Tuesday, June 7, 2016

Steve Bourget on Sacrifice, Violence, and Ideology Among the Moche

In a special precinct dedicated to ritual sacrifice at Huaca de la Luna on the north coast of Peru, about seventy-five men were killed and dismembered, their remains and body parts then carefully rearranged and left on the ground with numerous offerings. The discovery of 
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this large sacrificial site—one of the most important sites of this type in the Americas—raises fundamental questions. Why was human sacrifice so central to Moche ideology and religion? And why is sacrifice so intimately related to the notions of warfare and capture?

Steve Bourget is a world authority on the Moche and author of Sex, Death, and Sacrifice in Moche Religion and Visual Culture and coeditor of The Art and Archaeology of the Moche: An Ancient Andean Society of the Peruvian North Coast. He is currently a research associate in the Department of Anthropology at the Université de Montréal. We asked him some questions about his latest book, Sacrifice, Violence, and Ideology Among the Moche: The Rise of Social Complexity in Ancient Peru. His study uncovers some fascinating relationships, like how El Niño conditions influenced broader aspects of Moche religion and cosmology, how a concomitant relationship emerges between the practice of human sacrifice and the rise of social complexity across New World societies, and how uniting iconography with archaeology helps scholars deepen our understanding of the Moche people and their power structures.

Why was human sacrifice so central to Moche ideology and religion?

The practice of human sacrifice in any ancient society is a complex matter. Each situation must be approached with caution and understood within its own cultural context. In the Moche case, the archaeology and its visual culture have shown that this ritual practice was closely related to their power structure. In death, high-ranking individuals are regularly buried with retainers who appear to have been sacrificed, and in life, sophisticated sacrificial rituals were apparently carried out to celebrate the link between these individuals with the divine domain.

Remains of a pair of victims, precisely laid in opposite directions on the ground of the sacrificial site
Ritual violence and sacrifice clearly index the power of the ruler and separate its status from that of the Moche population in general. The most complex rituals depicted in the iconography, the remains of which have sometimes been detected in the archaeological record, often culminate with human sacrifice and the exchange of the blood of the victims between high-status individuals. In these contexts, the rulers possess, like divine beings, the power over life and death. The presence of the same individuals instigating the cycle of ritual violence in the scenes of ritual warfare leading to capture and, eventually, human sacrifice indicates that they oversee all the aspects of the ritual process. They are both the instigators of this violence and the recipients of the benefits of sacrifice.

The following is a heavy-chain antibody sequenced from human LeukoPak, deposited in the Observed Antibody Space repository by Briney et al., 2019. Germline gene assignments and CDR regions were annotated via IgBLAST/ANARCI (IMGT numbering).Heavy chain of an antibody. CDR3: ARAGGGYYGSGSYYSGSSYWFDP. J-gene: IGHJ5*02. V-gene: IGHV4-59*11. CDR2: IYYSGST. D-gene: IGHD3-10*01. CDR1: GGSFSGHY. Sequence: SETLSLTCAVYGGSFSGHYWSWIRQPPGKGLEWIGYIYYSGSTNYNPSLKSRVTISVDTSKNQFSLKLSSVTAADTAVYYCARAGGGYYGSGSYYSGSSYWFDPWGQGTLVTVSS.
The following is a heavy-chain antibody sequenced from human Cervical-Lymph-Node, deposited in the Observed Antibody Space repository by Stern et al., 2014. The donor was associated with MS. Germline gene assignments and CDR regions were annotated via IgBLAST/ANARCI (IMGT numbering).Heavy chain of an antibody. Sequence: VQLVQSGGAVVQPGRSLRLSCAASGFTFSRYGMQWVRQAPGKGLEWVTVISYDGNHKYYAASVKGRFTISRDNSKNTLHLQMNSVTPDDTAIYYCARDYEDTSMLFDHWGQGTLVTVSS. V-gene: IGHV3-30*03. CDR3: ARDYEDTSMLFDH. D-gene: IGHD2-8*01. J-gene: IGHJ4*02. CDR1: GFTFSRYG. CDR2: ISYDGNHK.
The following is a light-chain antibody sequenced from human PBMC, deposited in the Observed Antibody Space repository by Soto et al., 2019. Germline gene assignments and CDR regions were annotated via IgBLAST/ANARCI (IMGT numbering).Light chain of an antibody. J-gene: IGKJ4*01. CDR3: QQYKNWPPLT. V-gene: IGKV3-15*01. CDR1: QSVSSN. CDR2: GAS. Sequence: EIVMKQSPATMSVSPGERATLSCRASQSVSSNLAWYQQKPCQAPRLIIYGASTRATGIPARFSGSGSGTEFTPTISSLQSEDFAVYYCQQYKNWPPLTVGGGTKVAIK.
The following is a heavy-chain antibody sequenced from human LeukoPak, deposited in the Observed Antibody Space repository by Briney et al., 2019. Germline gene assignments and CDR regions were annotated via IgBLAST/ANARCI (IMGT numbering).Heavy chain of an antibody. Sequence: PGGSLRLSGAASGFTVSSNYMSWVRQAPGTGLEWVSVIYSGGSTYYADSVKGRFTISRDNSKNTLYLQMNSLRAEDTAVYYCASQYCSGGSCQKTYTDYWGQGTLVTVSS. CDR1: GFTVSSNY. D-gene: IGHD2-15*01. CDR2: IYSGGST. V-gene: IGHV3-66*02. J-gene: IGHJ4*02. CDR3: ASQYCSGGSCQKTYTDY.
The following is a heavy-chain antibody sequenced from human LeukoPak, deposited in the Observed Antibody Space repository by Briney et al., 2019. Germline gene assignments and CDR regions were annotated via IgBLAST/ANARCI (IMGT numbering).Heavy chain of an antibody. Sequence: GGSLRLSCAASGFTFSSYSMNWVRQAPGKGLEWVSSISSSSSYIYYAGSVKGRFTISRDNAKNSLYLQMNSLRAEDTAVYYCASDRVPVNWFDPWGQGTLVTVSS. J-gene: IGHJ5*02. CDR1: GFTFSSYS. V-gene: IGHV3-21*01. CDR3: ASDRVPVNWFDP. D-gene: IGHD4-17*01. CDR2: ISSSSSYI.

Therefore, the use of ritual violence and human sacrifice is structurally associated with the development of Moche power and the nature of rulership. In addition to creating a fundamental difference between the rulers and the rest of the society, human sacrifice reinforces the sacred dimension of these individuals and that of their lineages.

Explain how the ritual ecology of El Niño conditions influenced broader aspects of Moche religion and cosmology.

Firstly, the term "ritual ecology" refers to the use of the natural environment in its broadest sense to anchor and validate ideological precepts and religious beliefs disseminated by Moche elite. Therefore, the animal species and the environmental conditions selected by the Moche systematically contributed to highlighting and reinforcing certain ideological aspects. El Niño conditions were embedded in this overall scheme to create a symbolic system of everything that was both ritually and ideologically significant for the exercise of power. By using such an elaborate metaphorical system centered around the impact of El Niño events in the north coast region, their objective was to provide a rationale for the exercise of power and rulership. During the humid conditions brought by El Niño, the land is drastically transformed, the desertic landscape is transformed, countless animal species thrive and multiply, both on the land, in the air and in the waters, and the limitless power of the gods become apparent in the physical world. Harnessing the power of this climatic event to serve their ideological needs has to be recognized as one of the most brilliant ideas ever devised by an Early State society.

By staging some of the most intricate and complex rituals, such as the sacrificial site from Huaca de la Luna, to coincide with these events, Moche high-ranking individuals intended to symbolically link themselves and their rulership to these conditions—or perhaps more aptly to the gods who created them. This is an apt metaphor for rulership and their power to affect and to maintain the balance of the world in their capacity as rulers imbued with a divine nature.